Awareness of obesity has existed since the Stone Age,2 and there are numerous references to obesity in Hippocratic writings.3 Throughout history, obesity has occurred most commonly in the upper socioeconomic strata, but increased weight in the past did not usually approach the level currently categorized as extreme obesity. Until the last 45 years, population data sets that could estimate the prevalence of extreme obesity in the United States did not exist.
Two large-scale national data sets have tracked the prevalence of obesity in the United States, the National Health and Nutrition Examination Survey (NHANES) and the Behavioral Risk Factor Surveillance System (BRFSS).4 The NHANES obtains measured data on height and weight in a representative sample of the US noninstitutionalized civilian population. The BRFSS is a multistage survey that obtains self-reported data on height and weight from individuals in each state with use of random-digit dialing. Because data from the BRFSS are obtained by self-report, it likely underestimates the true prevalence of obesity. Moreover, underreporting increases with the magnitude of overweight.5 Nonetheless, the BRFSS is useful for following national trends over time.
According to the BRFSS, the prevalence of extreme obesity has been increasing twice as fast as obesity in general.6 Data from the BRFSS have been summarized for the period from 1990 to 2000.7 During this decade, the overall prevalence of extreme obesity increased almost 3-fold, from 0.8% to 2.2%, and this increase was seen in both sexes, all racial/ethnic groups, all age groups, and all education levels. The prevalence of extreme obesity was greater among blacks than among non-Hispanic whites or Hispanics, greater among persons who did not complete high school, greater among shorter than among taller persons, and approximately 2-fold greater among women than among men. The largest proportional increase among age groups was seen in 18- to 29-year-olds. The higher the BMI at baseline, the greater the increase in BMI, ie, the heaviest people gained the most weight.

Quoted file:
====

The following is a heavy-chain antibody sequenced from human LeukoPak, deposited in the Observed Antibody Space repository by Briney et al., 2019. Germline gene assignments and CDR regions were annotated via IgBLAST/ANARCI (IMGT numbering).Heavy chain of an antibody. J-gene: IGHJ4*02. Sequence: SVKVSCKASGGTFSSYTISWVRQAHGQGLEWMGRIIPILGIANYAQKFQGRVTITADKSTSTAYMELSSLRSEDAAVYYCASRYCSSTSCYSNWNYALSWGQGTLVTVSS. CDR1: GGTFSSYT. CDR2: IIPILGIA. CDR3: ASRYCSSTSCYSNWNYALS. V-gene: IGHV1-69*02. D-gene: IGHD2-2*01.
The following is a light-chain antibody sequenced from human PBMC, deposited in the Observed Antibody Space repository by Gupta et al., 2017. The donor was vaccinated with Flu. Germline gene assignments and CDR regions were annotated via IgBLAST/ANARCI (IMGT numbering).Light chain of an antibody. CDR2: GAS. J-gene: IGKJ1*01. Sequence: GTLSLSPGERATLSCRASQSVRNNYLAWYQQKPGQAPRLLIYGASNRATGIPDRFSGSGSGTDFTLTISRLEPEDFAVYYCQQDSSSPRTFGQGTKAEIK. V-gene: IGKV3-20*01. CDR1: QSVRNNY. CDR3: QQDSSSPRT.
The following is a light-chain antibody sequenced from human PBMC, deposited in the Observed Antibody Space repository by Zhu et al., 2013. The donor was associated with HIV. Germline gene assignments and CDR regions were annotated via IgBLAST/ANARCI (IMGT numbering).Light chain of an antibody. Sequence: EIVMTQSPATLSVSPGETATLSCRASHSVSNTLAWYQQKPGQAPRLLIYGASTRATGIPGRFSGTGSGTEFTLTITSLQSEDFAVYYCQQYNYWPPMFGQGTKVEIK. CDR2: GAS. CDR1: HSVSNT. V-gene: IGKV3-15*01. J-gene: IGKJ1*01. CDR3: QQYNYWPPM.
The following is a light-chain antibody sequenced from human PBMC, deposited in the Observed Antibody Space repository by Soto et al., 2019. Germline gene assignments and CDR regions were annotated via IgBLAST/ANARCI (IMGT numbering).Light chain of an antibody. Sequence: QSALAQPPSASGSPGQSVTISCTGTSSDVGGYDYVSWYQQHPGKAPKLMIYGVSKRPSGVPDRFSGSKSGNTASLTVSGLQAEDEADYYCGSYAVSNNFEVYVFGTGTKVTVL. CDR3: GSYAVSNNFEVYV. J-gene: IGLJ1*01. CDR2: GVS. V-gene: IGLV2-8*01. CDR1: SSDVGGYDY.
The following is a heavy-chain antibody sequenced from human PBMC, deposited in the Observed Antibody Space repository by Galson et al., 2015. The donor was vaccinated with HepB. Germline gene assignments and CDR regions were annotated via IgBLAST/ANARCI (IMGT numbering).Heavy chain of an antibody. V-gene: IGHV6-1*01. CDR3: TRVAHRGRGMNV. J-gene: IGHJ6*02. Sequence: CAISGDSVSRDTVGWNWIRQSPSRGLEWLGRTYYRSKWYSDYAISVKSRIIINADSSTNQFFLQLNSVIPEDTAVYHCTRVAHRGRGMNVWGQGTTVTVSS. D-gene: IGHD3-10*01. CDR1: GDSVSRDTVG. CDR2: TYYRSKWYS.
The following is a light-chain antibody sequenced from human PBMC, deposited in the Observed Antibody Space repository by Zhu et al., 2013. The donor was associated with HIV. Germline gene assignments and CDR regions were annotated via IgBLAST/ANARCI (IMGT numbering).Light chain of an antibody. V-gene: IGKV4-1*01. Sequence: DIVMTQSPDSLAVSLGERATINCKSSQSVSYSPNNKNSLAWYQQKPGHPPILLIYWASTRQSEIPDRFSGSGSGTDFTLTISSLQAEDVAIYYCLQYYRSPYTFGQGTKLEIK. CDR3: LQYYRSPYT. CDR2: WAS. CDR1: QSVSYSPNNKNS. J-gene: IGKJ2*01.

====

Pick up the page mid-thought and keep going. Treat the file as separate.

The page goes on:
The NHANES has tracked BMI data since NHANES I was conducted in 1960-1962, at which time the prevalence of obesity was 13.4%.8 From NHANES II in 1976-1980 to NHANES III in 1988-1994, the prevalence of obesity increased from 15.0% to 23.3%. The latest data from the NHANES showed that in 2003-2004, 66.3% of adult (>=20 years) Americans were overweight or obese, and 32.2% were obese.9 Compared to the period 1999-2000, the prevalence of obesity in 2003-2004 was stable among women (33.4% and 33.2%, respectively) but increased among men (from 27.5% to
The NHANES found a 2.9% prevalence of extreme obesity in 1988-1994, 4.7% in 1999-2000, and 4.8% in 2003-2004.8,9 Although the overall prevalence of extreme obesity was stable between 1999-2000 and 2003-2004 and affects almost 1 in 20 Americans overall, it appeared to be increasing in the 20- to 39-year age group (5.4% in 2003-2004 compared with 4.5% in 1999). In 2003-2004, the prevalence of extreme obesity was greater among women (6.9%) than among men (2.8%), greater among blacks (10.5%) than among non-Hispanic whites (4.3%) or Hispanics (4.5%), and highest among black women (14.7%).